Nena Woody is a connection. Sure, at 94 years of age she connects us with a previous era, but she also connects us with something timeless, something we've moved away from, something maybe we should get back to. Nena Woody connects us with ideas of making things by hand, cooking from scratch, eating from your garden, living a full life rather than a frantic one, enrichment instead of depletion.
Nena lives in tobacco country of North Carolina's rural Piedmont, near Siler City. Nearing her home I turned down Woody Store Road (yes, named after her family's business) and pulled into the parking lot of the variety store that is owned by her son, Julius, who lives with her in the house next to it. I was nervous--I'm not southern, old-fashioned, or religious. But Nena's charm and hospitality instantly melted my fears, and we were soon sitting at her table eating pan-fried cornbread and tomatoes fresh from her organic garden. I spent the afternoon in her basement full of fruits and vegetables she'd been canning all summer and trying to keep up with her in her backyard garden, listening the entire time to her rich stories and beautiful laughter.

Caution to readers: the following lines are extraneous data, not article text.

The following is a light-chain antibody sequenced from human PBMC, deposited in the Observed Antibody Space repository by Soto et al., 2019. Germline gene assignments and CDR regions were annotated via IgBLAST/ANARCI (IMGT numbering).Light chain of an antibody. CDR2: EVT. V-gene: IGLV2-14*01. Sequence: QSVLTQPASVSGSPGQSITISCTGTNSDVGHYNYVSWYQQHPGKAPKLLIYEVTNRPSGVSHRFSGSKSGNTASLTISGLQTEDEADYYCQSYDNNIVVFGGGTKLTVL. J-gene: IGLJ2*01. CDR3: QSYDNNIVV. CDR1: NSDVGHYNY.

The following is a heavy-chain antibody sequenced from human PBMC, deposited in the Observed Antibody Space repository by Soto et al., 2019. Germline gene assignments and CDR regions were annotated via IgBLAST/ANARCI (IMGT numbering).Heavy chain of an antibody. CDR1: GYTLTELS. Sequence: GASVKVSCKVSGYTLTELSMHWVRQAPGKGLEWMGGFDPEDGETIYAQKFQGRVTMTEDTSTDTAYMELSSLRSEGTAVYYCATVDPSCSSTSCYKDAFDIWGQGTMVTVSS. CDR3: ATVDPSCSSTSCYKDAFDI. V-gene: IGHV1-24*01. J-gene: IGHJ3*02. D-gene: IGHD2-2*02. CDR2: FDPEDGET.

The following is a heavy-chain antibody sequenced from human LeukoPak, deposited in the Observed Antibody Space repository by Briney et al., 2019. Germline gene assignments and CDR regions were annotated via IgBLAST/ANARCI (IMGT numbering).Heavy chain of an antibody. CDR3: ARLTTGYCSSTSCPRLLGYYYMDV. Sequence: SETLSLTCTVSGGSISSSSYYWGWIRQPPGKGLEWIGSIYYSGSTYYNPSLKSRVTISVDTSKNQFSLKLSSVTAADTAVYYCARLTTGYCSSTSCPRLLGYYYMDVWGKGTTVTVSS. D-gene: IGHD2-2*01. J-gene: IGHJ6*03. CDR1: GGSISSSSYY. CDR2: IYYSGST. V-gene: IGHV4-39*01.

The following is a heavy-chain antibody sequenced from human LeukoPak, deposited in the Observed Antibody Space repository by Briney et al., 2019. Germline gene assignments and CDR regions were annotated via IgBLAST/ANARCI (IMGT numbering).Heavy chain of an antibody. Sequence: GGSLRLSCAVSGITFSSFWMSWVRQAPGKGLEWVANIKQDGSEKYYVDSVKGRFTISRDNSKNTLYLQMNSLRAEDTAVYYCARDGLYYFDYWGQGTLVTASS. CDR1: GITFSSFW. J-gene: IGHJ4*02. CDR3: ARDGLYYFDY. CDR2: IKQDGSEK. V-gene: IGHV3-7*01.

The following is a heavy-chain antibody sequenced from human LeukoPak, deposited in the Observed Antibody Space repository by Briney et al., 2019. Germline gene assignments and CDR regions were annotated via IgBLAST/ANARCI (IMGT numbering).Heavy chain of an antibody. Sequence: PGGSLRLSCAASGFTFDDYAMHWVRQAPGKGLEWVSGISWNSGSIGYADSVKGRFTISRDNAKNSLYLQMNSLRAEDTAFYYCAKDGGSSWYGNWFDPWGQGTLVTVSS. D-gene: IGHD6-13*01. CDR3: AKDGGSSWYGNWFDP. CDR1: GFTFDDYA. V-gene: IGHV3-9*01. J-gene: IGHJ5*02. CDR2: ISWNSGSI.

She told me she now lives a little over a mile from where she was born and raised with one sister and two brothers, on a farm that produced wheat, corn, tobacco, and cotton to be sold, sweet potatoes, peanuts, onions, apples, grapes, peaches, tomatoes, oats, beans, and peas to be eaten at home. "We planted cane and made molasses," she said, "and it was good. At least I thought it was back then--anything eats good to a youngin'." She told me how she married in 1928 to a man named Newton and as a wedding gift from her parents was given "a cow, eight hens, a rooster, and bedroom suite." She told me how Julius, after he came back from the Korean War, started raising hogs, but it wasn't profitable so the store was opened as a replacement, built by her brothers. She told me how for 20 years she worked at Rose's department store in Siler City "in the winter, and farmed in the summer, of course." They continued to raise corn and tobacco. Newton passed away several years ago and she told me she now spends her time gardening and hostessing her numerous visitors: "They love my vegetables--'cause people don't cook old-fashioned no more."
On a recent visit to see her my previous fears were distant, almost shameful, memories. I walked into her home and she was there wearing her apron and her smile. She put her arms out to the side and I walked into them, hugging her small, strong body.
—Brad Horn, 2003